Leon WEBBER, Plaintiff-Respondent, v. MUTUAL LIFE INSURANCE COMPANY OF NEW YORK, et al., Defendants-Appellants.
Order, Supreme Court, New York County (Sherry Klein Heitler, J.), entered January 16, 2001, which denied defendants' motion and cross motion for summary judgment dismissing all claims and cross claims against them, unanimously reversed, on the law, without costs, and the motion and cross motion granted. The Clerk is directed to enter judgment in favor of defendants-appellants dismissing the complaint as against them.
Plaintiff, who was employed by nonparty Prop Transport Services at the time of his injury, sustained fractures of the right ankle, leg and elbow when he fell from the middle of a loading ramp extending from the rear of a trailer, a distance of several feet to the ground. The ramp was described by plaintiff as being 18 feet long and four feet wide, constructed of aluminum, with a lip at each side approximately 1 1/212 inches high. Defendant Janco's operations manager testified that the ramp was owned by his employer and measured 14 feet in length and 38 inches in width. The record reflects that the design is common to ramps used extensively in the trucking industry. It is plaintiff's allegation that the bottom of his trouser leg became caught on the lip of the ramp, causing him to lose his balance.
At the close of discovery, defendant MONY moved, and Janco cross-moved, for summary judgment dismissing the complaint. Defendant MONY argued that it did not direct the work performed by plaintiff, and there is no evidence that it had actual or constructive notice of any allegedly defective condition. Defendant Janco noted that there is no evidence of any defect in the loading ramp and that it took no part in directing plaintiff's work. Both defendants noted that the matter is controlled by the substantive law of New Jersey. Supreme Court denied summary relief, holding that questions of fact are presented as to the condition of the ramp, actual or constructive notice of that condition and the degree of direction and control exercised by defendants over the unloading operation.
As to the law to be applied, it is settled that the protection afforded to New York employees by the Labor Law, including Labor Law §§ 200, 240(1) and 241(6), has no application to an accident that occurs outside New York State, even where all parties are New York domiciliaries (Padula v. Lilarn Props., 84 N.Y.2d 519, 522-523, 620 N.Y.S.2d 310, 644 N.E.2d 1001). Thus, this matter is governed by principles of New Jersey common law.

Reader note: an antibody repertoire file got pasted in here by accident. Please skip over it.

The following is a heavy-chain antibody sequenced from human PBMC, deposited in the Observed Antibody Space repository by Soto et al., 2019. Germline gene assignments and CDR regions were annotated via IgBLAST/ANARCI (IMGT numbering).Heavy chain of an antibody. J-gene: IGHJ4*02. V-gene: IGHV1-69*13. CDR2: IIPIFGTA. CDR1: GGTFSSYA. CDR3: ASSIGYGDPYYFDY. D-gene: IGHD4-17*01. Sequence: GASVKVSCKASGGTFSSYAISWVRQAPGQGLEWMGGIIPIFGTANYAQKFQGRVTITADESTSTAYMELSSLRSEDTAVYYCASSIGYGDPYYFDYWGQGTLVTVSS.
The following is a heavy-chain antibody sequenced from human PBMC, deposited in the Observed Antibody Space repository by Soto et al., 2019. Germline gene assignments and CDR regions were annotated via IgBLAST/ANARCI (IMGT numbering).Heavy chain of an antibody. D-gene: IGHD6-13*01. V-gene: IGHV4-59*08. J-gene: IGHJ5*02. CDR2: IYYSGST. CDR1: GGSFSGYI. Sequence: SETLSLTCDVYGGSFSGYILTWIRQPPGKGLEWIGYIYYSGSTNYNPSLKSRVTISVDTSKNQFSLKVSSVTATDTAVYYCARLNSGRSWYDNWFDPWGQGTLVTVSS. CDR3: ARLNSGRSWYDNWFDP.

With respect to the responsibility of defendant Janco for the injuries sustained by plaintiff:
A New Jersey property owner owes a duty of ordinary care to provide the worker with a reasonably safe workplace (Sanna v. Natl. Sponge Co., 209 N.J.Super. 60, 506 A.2d 1258 [App.Div.1986]; Wolczak v. Natl. Elec. Prods. Corp., 66 N.J.Super. 64, 168 A.2d 412 [App.Div.1961] ). The owners' fault must be established, and the worker's contributory negligence is a defense (Sanna v. Natl. Sponge Co., supra; Hardman v. Ford Motor Co., 70 N.J.Super. 275, 175 A.2d 455 [App.Div.1961] ). Also, the degree of control and participation by the owner in the performance of the work is a major consideration in assessing his negligence (Gibilterra v. Rosemawr Homes, 19 N.J. 166, 115 A.2d 553; Sanna v. Natl. Sponge Co., supra; Wolczak v. Natl. Elec. Prods. Corp., supra ). (Calla v. Shulsky, 148 A.D.2d 60, 63, 543 N.Y.S.2d 666.)
Significantly, an owner bears no responsibility for injury sustained by an employee as a result of the very work the employee was hired to perform (Kane v. Hartz Mtn. Indus., 278 N.J.Super. 129, 140, 650 A.2d 808, affd. 143 N.J. 141, 669 A.2d 816).
The record is devoid of any description of the defect that is asserted to have rendered the ramp dangerous or of the manner in which the alleged defect caused or contributed to plaintiff's injuries. Furthermore, plaintiff does not allege that defendant Janco had any part in directing the unloading operation.
Liability of defendant MONY is predicated solely on the insistence by its operations manager that unloading the trailer was part of the work for which MONY had contracted with Prop Transport Services. Clearly, a dispute with respect to the extent of the work subject to the contract does not implicate defendant MONY in the direction and control of its performance; nor does it serve to remove the case from the rule of Kane v. Hartz Mtn. Indus., supra.